It hadn’t been a bad flight, but it was a bad landing. The kind of landing that makes your stomach drop and your eyes dart nervously out the window, as though if you can see your end coming you can do something about it. The trees on the ground below rippled viciously as though they were being repeatedly back-handed, and I knew the pilot was experiencing a similar slapping as he tried to steer the plane to safety.
The plane descended, screaming and shaking in the wind, and I knew there was no way the wheels would meet the ground safely. I considered my own death dispassionately, was glad to observe I didn’t have any major regrets looming over me. Though I had made mistakes, I had always lived my life the best I could. No one can ask for more than that.
I glanced to my right to see the man next to me gripping the arm rests of his seat with bloodless knuckles. “This is bullshit,” I said, needing to know that someone else felt the same as I.
“Yup,” he agreed tightly without a beat of hesitation, still staring straight in front of him with jaw locked. While I had only my own death to consider, I knew he had much more to lose: his wife and twelve-year-old daughter were sitting in the seats across the aisle from us. The girl hunched in her seat, hands covering her face as she rocked back and forth and her mother rubbed her back.
When we were nearly to the tarmac, when it seemed as though the plane was about to be torn in two, I was suddenly yanked against my seat as the pilot pulled out of the descent, the plane abruptly pointing towards the sky as it flew to safety. “Sorry about that, folks,” the pilot’s voice said over the speakers. “We were caught in an air stream that was just… too much for the plane to handle. We’ll try again.”
The second landing went much smoother but was just as frightening as we all contemplated mortality. It wasn’t until we were parked at the terminal that a sigh of relief went around the plane.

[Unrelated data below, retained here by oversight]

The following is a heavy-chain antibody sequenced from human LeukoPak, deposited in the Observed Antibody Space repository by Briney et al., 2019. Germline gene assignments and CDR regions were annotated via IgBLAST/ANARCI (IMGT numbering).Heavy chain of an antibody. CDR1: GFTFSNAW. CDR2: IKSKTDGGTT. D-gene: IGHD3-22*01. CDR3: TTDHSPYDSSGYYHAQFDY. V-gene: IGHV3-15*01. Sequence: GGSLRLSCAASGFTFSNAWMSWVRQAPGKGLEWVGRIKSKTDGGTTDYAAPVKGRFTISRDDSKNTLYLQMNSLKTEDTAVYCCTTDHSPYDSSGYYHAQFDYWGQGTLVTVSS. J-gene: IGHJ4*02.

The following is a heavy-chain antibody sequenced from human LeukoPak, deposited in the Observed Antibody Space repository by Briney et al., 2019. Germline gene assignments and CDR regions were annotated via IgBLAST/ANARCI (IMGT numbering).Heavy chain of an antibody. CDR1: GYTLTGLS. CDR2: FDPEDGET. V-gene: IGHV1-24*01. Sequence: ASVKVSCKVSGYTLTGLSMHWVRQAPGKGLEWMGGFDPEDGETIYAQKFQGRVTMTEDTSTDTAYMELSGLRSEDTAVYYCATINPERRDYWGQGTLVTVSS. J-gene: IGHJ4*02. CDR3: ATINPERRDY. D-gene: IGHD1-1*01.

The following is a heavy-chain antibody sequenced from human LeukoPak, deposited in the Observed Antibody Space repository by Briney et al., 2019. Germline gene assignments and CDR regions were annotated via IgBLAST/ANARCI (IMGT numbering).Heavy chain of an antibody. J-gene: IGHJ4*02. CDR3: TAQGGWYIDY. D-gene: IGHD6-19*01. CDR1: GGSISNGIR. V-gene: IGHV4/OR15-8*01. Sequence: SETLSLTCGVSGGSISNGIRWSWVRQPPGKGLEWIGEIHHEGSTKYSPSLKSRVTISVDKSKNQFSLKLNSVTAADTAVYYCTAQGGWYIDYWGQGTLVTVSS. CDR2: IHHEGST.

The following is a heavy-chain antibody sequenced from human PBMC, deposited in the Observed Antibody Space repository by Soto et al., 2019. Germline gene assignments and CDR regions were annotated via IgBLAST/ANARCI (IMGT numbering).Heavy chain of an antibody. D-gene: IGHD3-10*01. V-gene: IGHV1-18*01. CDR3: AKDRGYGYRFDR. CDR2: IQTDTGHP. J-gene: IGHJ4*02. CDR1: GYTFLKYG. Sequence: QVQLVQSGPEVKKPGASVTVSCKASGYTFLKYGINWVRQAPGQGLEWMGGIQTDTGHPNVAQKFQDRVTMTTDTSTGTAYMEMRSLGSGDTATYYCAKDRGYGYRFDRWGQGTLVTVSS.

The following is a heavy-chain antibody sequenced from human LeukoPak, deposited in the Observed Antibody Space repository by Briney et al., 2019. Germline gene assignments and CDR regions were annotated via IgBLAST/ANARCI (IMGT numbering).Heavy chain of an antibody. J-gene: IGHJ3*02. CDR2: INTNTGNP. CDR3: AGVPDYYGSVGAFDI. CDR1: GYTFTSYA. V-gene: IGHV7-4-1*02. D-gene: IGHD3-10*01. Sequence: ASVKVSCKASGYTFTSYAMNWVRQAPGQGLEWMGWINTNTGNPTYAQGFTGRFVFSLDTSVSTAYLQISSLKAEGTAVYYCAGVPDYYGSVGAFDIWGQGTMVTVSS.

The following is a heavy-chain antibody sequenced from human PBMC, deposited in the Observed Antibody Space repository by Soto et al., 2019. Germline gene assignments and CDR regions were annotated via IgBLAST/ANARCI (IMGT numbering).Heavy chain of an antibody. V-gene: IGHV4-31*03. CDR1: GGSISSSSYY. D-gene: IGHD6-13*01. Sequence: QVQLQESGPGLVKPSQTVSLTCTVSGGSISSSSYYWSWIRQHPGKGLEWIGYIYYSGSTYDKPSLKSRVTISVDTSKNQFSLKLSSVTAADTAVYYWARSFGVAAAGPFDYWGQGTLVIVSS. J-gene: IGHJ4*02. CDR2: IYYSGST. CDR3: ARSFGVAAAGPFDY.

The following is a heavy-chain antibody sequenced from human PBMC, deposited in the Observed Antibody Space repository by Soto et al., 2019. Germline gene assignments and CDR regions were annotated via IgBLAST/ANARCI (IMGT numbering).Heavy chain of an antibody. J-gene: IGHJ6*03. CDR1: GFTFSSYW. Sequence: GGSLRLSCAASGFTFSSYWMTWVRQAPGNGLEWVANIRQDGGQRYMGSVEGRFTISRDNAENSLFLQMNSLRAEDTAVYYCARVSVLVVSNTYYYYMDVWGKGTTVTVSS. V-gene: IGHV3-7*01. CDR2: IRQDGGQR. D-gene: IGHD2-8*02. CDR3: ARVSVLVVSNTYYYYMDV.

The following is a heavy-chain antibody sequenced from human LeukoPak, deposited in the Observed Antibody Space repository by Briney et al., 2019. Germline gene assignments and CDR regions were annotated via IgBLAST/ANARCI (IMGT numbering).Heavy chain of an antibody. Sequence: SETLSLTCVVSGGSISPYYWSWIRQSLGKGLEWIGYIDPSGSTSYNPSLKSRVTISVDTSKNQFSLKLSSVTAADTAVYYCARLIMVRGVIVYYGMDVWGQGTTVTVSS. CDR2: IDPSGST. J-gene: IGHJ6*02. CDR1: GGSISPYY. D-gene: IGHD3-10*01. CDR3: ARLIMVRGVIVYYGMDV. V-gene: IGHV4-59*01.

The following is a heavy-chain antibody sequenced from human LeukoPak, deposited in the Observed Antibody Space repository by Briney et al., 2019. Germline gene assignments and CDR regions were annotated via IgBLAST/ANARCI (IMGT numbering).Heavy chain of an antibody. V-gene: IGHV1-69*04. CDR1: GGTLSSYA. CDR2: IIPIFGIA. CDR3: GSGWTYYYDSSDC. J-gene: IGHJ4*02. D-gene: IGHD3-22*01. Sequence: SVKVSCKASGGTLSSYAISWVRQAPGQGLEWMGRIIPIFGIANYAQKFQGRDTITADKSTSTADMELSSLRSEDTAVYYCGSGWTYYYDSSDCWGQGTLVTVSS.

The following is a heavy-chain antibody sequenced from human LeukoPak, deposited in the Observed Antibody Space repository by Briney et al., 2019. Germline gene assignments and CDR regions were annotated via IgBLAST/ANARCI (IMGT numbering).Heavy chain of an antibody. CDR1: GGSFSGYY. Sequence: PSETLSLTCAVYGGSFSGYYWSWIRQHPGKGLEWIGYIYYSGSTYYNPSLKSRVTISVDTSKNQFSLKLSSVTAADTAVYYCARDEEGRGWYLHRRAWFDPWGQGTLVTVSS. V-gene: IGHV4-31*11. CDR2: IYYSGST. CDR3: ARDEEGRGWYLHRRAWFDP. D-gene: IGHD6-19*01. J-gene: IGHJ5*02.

It was in this moment of respite, of second chances at life, that I saw true beauty emerge.
On the other side of the plane, the man’s daughter was wiping at her tear-blanched face. From out of nowhere, the older woman sitting in the seat behind her leaned forward and put a comforting hand on the girl’s shoulder.
“That was scary, wasn’t it?” the woman asked, her tone one of empathy rather than sympathy. When the girl nodded, the woman said in the kindest voice I’ve ever heard, “It was scary and you made it through. Now if you ever have another scary flight, you can look back on this one and know that you’ve been through worse, and you’re going to make it through.”
You’re Going to Make it Through
Though it has been months since that aborted landing, the experience and those woman’s words have stayed with me. “You’ve been through worse, and you’re going to make it through.” There is such wisdom there, wisdom that applies to more than frightening flights.
Too often, we look to our past and remember only the trauma. We let the pain from our past seep into the present and determine who we are today. We run our fingers over our emotional scars and see only the wounds that were once there. What if we instead saw those wounds and scars as symbols of our own endurance, of our own ability to rise above pain and heal?
Picking at wounds causes scarring to deepen. Soothing them helps them to heal.
The woman could have easily taken the lesson, “This was a scary flight, so I should never fly again.” Instead, she took the lesson, “This was a scary flight, and it was ok. I’m ok now, and I’ll be ok again.”
We’ve all had pain in our lives. We’ve all been hurt and disappointed and felt powerless. But we made it through. We’re only broken by experiences if we let ourselves be broken by them, if we refuse to rise above and see the possibility for healing and happiness just over the horizon.
I will always remember the woman on that flight, partly for her wisdom, but mostly for her kindness. She survived a frightening event and, rather than immediately turning on her phone and texting someone she loved, she reached out to a stranger who had also experienced that fear. She shared a moment of real connection.
And that connection, that kindness, spread from there, beyond that woman’s vision or awareness. I wasn’t even involved in the conversation, was only in the vicinity, and I was deeply affected by her words. I get chills every time I think of that woman taking the time to comfort someone who was suffering—so much so that now I’m writing about the experience and you’re now reading it.
Kindness ripples. I doubt that woman will ever know how much she impacted my life. But she did. She also taught me about who I would like to be—simply by being that kind of person.
May we all be healed. May we all be kind.